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Hyperbaric Oxygen Treatment for Autism?

Wednesday, September 22nd, 2010

The diagnosis of Autism has been rising at a rapid pace over the past decade. The process of finding answers and treatments has moved much more slowly. Families affected by autism often turn to unproven, alternative treatments that offer hope. Maiken Scott reports on one increasingly popular option – hyperbaric oxygen treatment.

(Photo: Joanne Rufo and son Daniel, age 6, during a hyperbaric oxygen treatment.)

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Dr. Patrick Elliott exudes a can-do attitude. The medical director of Hyperbaric Therapy USA in Newtown Square is jovial, energetic, tanned, and he enjoys chatting with his patients in the waiting room. During hyperbaric treatment, patients breathe in 100 percent oxygen in a pressurized chamber. This can reduce inflammation, and was first used for divers suffering from decompression sickness. Elliott treats patients with various ailments – including burns and Lyme Disease – but kids with autism make up the largest portion of his clientele.

Dr. Pat Elliott in front of a hyperbaric chamber

Dr. Pat Elliott in front of a hyperbaric chamber

Elliott: There’s a component to Autism spectrum disorders, in my opinion, that involves immunity gone wrong. That the immune system is reacting to various toxins or other conditions, causing inflammation. The oxygen itself helps decrease the inflammation, to improve immune function, and ultimately the decreased inflammation may improve blood flow to certain areas.

Elliott, a trained surgeon, was introduced to hyperbaric oxygen because of his sons. His twins were diagnosed with autism at age two and Elliott didn’t accept the limited treatment options on offer then. He was going to make his sons better – no matter what.

Elliott: I always say that that I got into alternative medicine with our children because there was no alternative.

Convinced that hyperbaric oxygen treatments, or H-BOT for short, helped his sons tremendously, Elliott decided to pursue this approach professionally. He says it is no replacement for behavioral therapies such as Applied Behavioral Analysis and speech therapy, but makes an effective addition.

Joanne Rufo has been coming here with her six-year old son Daniel for several weeks; they are in the home stretch of the 40 treatments Elliott recommends. Rufo climbs into the oxygen chamber with her son – it’s a comfy looking clear tube, and Daniel’s biggest concern is what movie to watch:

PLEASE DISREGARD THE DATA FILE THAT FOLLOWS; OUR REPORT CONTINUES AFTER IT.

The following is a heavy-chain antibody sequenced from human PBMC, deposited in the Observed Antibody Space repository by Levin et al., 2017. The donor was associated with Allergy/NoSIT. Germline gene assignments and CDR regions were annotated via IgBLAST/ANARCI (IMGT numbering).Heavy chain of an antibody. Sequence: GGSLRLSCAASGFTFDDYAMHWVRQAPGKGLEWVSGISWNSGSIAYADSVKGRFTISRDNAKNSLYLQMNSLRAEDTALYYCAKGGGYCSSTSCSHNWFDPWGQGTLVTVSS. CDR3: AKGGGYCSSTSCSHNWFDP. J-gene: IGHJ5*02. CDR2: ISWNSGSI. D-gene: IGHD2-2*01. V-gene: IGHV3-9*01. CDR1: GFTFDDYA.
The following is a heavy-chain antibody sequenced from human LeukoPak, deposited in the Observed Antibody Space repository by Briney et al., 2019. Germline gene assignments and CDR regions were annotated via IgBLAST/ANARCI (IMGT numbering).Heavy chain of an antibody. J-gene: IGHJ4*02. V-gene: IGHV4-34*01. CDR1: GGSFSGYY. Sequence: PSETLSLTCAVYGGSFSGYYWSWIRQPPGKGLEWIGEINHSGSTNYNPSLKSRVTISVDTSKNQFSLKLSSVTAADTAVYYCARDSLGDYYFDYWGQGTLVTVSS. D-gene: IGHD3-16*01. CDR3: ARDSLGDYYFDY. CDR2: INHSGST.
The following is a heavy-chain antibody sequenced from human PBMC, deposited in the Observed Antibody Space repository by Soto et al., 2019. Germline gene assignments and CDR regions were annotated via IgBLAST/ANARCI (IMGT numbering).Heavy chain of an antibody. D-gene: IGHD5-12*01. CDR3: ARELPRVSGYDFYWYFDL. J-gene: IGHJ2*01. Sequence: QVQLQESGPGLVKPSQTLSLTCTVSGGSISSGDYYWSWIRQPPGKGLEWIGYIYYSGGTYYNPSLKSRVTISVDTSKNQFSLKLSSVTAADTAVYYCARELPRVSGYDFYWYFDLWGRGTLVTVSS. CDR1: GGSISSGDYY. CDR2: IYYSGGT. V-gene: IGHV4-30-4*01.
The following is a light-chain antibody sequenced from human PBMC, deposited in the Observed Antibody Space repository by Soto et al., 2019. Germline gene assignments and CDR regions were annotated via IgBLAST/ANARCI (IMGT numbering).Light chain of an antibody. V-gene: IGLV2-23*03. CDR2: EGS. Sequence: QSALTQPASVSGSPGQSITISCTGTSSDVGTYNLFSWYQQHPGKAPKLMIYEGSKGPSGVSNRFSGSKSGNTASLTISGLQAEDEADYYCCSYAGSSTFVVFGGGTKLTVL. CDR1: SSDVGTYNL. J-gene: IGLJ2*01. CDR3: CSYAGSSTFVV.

Daniel: I want to watch Nemo!!

Rufo says standard treatments, such as occupational and speech therapy, haven’t done much for her son.

Hyperbaric Chamber

Hyperbaric Chamber

Rufo: the only response I saw from any of the therapies was, he was able to calm down a lot after some occupational therapy with deep tissue massage, and then I also saw an increase in his speech from speech therapy , but it hasn’t been a night and day change for us.

Within two weeks of starting HBOT, she started seeing results she liked:

Rufo: his eye contact was better, and he was communicating better – normally, he wouldn’t ask a lot of questions. For example when I was on the phone, he would say – who are you talking to that was something new for him to do.

Dr. David Mandell of the Center for Autism Research at the Children’s Hospital of Philadelphia doesn’t quite buy the hype surrounding hyperbaric oxygen:

Mandell: Part of my training is to be a skeptic, and I am certainly skeptical of treatments until I see the evidence of their effectiveness, and that’s what makes me a believer.

He says what little research there is on this approach does not suggest that HBOT works in the treatment of autism. So far, there have been two randomized controlled trials of HBOT and autism that have shown little or no effect.

But Mandell says since parents are utilizing these methods anyway, more studies are needed so that research will catch up with practice:

families hear theories about what treatments work, and are really desperate for a change in their children, very understandably so, and are often are willing to try anything

Dr. Dan Coury of the Autism Speaks advocacy organization says research might not have much impact on parents who believe in hyperbaric therapy.

Joanne Rufo and son Daniel, age 6.

Joanne Rufo and son Daniel, age 6.

Coury: When studies come out showing that an alternative treatment is not effective, some families immediately assume that the establishment of medicine is trying to crowd out this effective treatment and that they can’t be trusted.

Proof or no proof, Joanne Rufo says she will try whatever might make a difference in Daniel’s life. She has another son, and works full-time, and says paying for Daniel’s HBOT treatments at $140 a shot has been tough:

Rufo: You just don’t take vacations, you don’t drive an expensive car, you just sacrifice, you don’t go out to dinner, but when you see the changes in him, it’s worth it.

Dr. Patrick Elliott says 60 percent of his patients with autism show improvements: